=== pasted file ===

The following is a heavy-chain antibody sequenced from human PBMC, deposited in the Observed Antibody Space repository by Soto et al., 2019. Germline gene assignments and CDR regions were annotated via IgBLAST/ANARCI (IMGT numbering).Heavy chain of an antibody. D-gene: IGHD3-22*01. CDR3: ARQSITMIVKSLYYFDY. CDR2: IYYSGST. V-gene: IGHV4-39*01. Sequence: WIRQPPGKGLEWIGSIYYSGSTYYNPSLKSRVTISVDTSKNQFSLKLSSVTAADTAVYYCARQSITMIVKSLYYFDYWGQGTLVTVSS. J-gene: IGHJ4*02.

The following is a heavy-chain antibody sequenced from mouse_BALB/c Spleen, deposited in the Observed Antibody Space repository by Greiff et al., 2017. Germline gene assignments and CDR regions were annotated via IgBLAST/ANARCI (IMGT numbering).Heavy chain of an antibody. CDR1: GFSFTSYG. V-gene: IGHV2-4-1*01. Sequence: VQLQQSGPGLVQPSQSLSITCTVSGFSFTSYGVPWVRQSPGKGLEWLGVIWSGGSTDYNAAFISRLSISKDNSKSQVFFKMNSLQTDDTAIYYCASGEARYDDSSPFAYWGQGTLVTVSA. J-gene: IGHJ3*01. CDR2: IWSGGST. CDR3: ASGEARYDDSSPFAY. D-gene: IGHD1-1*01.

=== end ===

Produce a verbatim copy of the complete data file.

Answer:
The following is a heavy-chain antibody sequenced from human PBMC, deposited in the Observed Antibody Space repository by Soto et al., 2019. Germline gene assignments and CDR regions were annotated via IgBLAST/ANARCI (IMGT numbering).Heavy chain of an antibody. D-gene: IGHD3-22*01. CDR3: ARQSITMIVKSLYYFDY. CDR2: IYYSGST. V-gene: IGHV4-39*01. Sequence: WIRQPPGKGLEWIGSIYYSGSTYYNPSLKSRVTISVDTSKNQFSLKLSSVTAADTAVYYCARQSITMIVKSLYYFDYWGQGTLVTVSS. J-gene: IGHJ4*02.

The following is a heavy-chain antibody sequenced from mouse_BALB/c Spleen, deposited in the Observed Antibody Space repository by Greiff et al., 2017. Germline gene assignments and CDR regions were annotated via IgBLAST/ANARCI (IMGT numbering).Heavy chain of an antibody. CDR1: GFSFTSYG. V-gene: IGHV2-4-1*01. Sequence: VQLQQSGPGLVQPSQSLSITCTVSGFSFTSYGVPWVRQSPGKGLEWLGVIWSGGSTDYNAAFISRLSISKDNSKSQVFFKMNSLQTDDTAIYYCASGEARYDDSSPFAYWGQGTLVTVSA. J-gene: IGHJ3*01. CDR2: IWSGGST. CDR3: ASGEARYDDSSPFAY. D-gene: IGHD1-1*01.